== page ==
At Queens Day in Albany, some state lawmakers lamented Amazon’s hasty departure, but voiced a message of optimism for their return.
“I don’t think the door is completely closed,” said Assemblyman David Weprin. “I think we have to get the word out that we need more Amazons coming to Queens and New York City, producing good-paying jobs and economic development.”
Weprin noted that the public was supportive of Amazon coming to Queens. A March 20th Siena College poll found that 64 percent of New York state voters want public officials to convince Amazon to revive its HQ2 plans.
Fifty-nine percent of those surveyed agreed with the statement that the $3 billion in tax breaks and other benefits were worth the jobs that Amazon would have brought to New York City.
The assemblyman blamed “a couple of individuals who were in the minority” for torpedoing the project.
“I’m going to continue to support projects like Amazon,” Weprin said. “I think we should all come together and get the word out that the majority is with business and creating new jobs in Queens.”
The chamber found another supporter in Assemblyman Clyde Vanel, a proponent of small businesses, entrepreneurship and technology.
He called for a change in the relationship between government, technology and the new economy.
“It’s a shame what happened in Queens, where we ran off one of the biggest employers in the world,” Vanel said. “And we’re cheering about that? That’s a problem.”
Tom Grech, president and CEO of the Queens Chamber of Commerce, said his concern about the anti-Amazon rhetoric is that it has gone beyond the company; it’s about businesses in general.
“There’s an attack on business people and businesses around our city, our state and our country,” Grech said. “That troubles me greatly.”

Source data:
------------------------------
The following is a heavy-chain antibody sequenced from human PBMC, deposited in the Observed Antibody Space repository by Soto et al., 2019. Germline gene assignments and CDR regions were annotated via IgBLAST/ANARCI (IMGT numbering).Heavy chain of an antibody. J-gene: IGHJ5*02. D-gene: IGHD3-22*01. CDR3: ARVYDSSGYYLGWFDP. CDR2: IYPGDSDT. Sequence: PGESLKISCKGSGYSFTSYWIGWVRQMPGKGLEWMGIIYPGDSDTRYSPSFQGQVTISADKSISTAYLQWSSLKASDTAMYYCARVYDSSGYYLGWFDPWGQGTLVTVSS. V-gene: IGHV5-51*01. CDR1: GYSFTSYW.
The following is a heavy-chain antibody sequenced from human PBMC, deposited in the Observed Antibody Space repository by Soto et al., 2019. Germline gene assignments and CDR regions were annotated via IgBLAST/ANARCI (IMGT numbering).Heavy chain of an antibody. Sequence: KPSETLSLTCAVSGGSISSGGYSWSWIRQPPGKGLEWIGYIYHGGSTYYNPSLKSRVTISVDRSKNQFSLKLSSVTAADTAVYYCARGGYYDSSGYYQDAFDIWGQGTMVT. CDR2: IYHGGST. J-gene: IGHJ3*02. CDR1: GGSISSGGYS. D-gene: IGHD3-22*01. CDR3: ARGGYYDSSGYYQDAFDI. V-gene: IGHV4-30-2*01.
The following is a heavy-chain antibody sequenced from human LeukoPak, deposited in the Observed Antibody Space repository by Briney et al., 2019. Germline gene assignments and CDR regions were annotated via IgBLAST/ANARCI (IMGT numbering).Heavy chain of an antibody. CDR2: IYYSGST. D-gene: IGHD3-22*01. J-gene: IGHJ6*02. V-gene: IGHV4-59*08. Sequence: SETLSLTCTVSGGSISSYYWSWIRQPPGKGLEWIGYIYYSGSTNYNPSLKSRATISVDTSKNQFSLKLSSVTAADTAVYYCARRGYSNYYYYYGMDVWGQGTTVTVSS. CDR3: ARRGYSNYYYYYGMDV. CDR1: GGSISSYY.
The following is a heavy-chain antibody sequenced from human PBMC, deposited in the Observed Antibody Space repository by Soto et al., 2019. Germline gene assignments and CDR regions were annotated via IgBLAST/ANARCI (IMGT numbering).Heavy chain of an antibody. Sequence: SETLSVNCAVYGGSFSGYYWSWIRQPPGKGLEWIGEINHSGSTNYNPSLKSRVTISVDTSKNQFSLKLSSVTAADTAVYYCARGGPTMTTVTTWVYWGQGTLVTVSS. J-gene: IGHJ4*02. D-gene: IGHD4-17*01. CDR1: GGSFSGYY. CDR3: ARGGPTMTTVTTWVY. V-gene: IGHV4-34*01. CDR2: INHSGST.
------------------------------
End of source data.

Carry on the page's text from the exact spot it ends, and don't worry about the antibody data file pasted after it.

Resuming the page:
He recalled that several weeks ago, he visited Queens Borough Hall to ask for funding for a small project at the chamber. There, Grech said he saw representatives from Queens College, York College and Elmhurst Hospital, all there to also request funding.
As he listened, Grech said he was reminded of the fact that the businesses of the country “generate the taxes” that allow nonprofits and educational institutions to ask for those funds.
“I am a compassionate, proud capitalist,” he said. “I will be until the day I die.”
Grech added that chambers of commerce across the city are working hard all the time just to keep small companies from leaving.
He said in addition to the 25,000 jobs from Amazon, the ripple effect would’ve generated 50,000 other jobs in the area, from “butchers and bakers to candlestick makers.”
“Those are all net new jobs,” he said, noting that it would have generated $27 billion in taxes over 25 years.
After he heard the news of Amazon’s exit, Grech said he penned a letter to Amazon on behalf of himself and seven of his colleagues. He wrote that while he’s been a “proud New Yorker since the day I was born,” on that day, he was ashamed.
“I was ashamed for how they were treated in the City Council, for how they were treated in other quarters of our city,” he said. “You all should be ashamed as well.”
“Without businesses, we’re not going to survive,” Grech added. “We have to organize and get better.”
At Queens Day in Albany, the chamber leader finished his impassioned plea by calling on businesses to unite and continue their push to get Amazon back to the negotiating table.
“I’m going to fight until I hear from Jeff Bezos that the answer is ‘no, we’re not going to come back,’” Grech said. “I think we should all think the same way.”